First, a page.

DENVER (CBS4) – A contractor who built a bridge for RTD’s commuter rail is tearing it down shortly after it completed it because testing indicated the bridge couldn’t withstand the 60 years of use it was designed for.

Approximately 506 feet long, it flies north over Interstate 70 from Union Station to a location southwest of the Interstate 25 interchange. It will be rebuilt.

The contractor, Denver Transit Partners, said during its quality assurance process, which includes testing and inspections, it became clear the bridge couldn’t be in service for the six decades it was expected to last.

“If it were one thing, we could have fixed that, but there were a myriad of different variables — kind of that perfect storm that came together,” Laura Rinker with Denver Transit Partners said.

The contractor says that despite the teardown and rebuild, it’s still on schedule for a 2016 completion date.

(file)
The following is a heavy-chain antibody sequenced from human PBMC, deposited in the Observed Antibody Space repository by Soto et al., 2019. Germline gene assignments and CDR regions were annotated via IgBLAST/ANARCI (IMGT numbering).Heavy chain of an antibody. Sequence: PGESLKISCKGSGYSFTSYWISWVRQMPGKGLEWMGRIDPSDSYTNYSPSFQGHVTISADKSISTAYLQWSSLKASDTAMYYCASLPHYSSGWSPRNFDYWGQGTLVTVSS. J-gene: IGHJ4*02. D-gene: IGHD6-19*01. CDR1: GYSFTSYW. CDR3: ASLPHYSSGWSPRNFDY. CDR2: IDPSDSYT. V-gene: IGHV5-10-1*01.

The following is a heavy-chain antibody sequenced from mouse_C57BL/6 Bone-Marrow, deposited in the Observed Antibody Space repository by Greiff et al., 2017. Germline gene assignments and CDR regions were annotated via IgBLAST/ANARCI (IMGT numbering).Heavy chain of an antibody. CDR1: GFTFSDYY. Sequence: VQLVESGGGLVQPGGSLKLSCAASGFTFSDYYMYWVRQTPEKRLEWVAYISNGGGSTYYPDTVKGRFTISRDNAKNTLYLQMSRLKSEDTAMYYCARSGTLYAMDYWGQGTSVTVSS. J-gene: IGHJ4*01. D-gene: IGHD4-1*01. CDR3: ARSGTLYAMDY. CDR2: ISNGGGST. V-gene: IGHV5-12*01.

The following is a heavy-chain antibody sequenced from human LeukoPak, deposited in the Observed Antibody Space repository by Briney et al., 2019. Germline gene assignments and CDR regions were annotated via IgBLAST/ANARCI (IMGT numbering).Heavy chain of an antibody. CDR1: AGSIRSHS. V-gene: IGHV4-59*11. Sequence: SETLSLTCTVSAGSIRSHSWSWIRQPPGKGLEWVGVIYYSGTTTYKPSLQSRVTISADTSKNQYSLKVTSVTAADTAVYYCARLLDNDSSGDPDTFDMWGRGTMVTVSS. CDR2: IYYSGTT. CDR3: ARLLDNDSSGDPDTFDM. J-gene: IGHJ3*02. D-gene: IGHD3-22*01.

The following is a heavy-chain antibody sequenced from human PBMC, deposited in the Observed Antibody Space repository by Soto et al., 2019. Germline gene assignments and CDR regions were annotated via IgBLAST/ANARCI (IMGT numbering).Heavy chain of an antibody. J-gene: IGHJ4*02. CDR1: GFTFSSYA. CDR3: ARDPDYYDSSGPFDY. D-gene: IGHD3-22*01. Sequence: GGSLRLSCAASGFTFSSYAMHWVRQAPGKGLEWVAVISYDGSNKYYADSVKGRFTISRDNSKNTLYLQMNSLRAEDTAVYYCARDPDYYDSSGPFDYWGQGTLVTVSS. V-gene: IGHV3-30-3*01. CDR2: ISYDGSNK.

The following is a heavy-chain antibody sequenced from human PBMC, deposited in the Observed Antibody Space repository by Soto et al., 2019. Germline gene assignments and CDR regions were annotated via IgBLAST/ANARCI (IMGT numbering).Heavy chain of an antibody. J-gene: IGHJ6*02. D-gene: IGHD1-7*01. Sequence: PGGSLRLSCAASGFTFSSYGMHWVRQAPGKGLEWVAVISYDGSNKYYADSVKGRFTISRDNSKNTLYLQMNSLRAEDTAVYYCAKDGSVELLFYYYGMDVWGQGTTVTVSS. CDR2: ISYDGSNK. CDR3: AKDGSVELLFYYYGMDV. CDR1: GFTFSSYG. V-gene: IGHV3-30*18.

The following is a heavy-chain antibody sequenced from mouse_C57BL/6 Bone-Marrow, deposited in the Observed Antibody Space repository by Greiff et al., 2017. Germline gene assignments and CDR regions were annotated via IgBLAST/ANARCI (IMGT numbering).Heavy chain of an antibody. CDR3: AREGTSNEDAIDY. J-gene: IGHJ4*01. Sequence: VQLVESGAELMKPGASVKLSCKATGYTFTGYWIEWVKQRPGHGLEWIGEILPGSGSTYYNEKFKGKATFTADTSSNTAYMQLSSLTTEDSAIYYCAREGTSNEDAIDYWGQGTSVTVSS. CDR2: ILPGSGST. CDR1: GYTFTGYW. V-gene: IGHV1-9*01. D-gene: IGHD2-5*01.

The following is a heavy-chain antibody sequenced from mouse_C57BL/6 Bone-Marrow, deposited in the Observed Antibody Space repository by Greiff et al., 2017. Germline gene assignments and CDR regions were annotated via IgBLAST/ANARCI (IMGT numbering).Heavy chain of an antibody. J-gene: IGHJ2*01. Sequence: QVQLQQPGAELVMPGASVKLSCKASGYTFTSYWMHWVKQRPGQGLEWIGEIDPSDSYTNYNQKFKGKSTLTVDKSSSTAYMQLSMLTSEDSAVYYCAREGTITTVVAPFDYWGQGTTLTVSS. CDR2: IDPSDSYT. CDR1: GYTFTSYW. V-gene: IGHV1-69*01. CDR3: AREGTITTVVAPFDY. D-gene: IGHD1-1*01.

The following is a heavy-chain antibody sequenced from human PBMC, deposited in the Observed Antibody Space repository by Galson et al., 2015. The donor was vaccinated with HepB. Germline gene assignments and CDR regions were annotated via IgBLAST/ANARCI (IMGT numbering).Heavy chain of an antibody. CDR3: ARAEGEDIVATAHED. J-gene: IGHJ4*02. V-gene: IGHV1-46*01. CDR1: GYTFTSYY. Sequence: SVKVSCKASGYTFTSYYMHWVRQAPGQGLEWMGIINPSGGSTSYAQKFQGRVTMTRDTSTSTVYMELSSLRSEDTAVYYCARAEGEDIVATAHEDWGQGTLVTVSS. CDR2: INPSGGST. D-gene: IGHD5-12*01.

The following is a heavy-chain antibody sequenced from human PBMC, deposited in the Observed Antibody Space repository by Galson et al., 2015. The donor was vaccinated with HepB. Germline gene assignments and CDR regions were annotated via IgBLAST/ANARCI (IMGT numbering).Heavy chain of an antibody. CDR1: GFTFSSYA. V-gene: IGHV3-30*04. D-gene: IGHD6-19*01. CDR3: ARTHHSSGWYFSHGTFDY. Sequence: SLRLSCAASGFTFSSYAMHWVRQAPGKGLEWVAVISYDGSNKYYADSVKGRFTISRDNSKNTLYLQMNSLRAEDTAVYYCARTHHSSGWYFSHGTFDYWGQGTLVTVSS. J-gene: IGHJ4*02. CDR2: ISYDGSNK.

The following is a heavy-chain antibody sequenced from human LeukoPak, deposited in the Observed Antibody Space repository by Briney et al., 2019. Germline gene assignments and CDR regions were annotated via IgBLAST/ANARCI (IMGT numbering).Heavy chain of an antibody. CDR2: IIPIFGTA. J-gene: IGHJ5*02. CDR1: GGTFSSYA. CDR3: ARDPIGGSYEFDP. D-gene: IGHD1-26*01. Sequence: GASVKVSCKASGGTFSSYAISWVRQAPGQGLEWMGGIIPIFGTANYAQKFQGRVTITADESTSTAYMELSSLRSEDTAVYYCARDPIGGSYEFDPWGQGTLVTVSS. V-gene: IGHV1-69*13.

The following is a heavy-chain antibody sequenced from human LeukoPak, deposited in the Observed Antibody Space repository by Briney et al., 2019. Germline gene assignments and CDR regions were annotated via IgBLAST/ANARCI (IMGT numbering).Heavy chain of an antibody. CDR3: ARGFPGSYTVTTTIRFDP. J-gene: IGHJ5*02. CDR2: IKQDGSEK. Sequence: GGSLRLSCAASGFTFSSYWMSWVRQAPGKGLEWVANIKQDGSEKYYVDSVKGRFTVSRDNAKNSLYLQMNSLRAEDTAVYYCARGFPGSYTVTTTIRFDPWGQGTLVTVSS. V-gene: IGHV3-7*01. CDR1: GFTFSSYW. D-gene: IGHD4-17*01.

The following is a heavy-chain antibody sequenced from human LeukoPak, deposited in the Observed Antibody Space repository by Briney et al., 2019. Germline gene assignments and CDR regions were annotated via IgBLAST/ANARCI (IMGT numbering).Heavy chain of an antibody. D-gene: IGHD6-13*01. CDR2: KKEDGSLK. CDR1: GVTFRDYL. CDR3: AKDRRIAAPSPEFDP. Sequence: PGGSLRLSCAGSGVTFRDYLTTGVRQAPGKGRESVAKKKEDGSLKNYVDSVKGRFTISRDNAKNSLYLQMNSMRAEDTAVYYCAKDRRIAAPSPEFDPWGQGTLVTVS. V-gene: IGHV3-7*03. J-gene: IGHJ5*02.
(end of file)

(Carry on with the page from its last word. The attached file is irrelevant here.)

Neither RTD nor taxpayers will pay for the demolition and reconstruction. The contractor will absorb the costs into its profits.

Rinker said she didn’t know how much the bridge tear-down and reconstruction would cost the company because it doesn’t track costs on a bridge-by-bridge basis. There are 35 bridges included in the project, Rinker said, so the impact to Denver Transit Partner’s budget is minimal.

“It’s such a large project. It’s zero impact,” she said.

 

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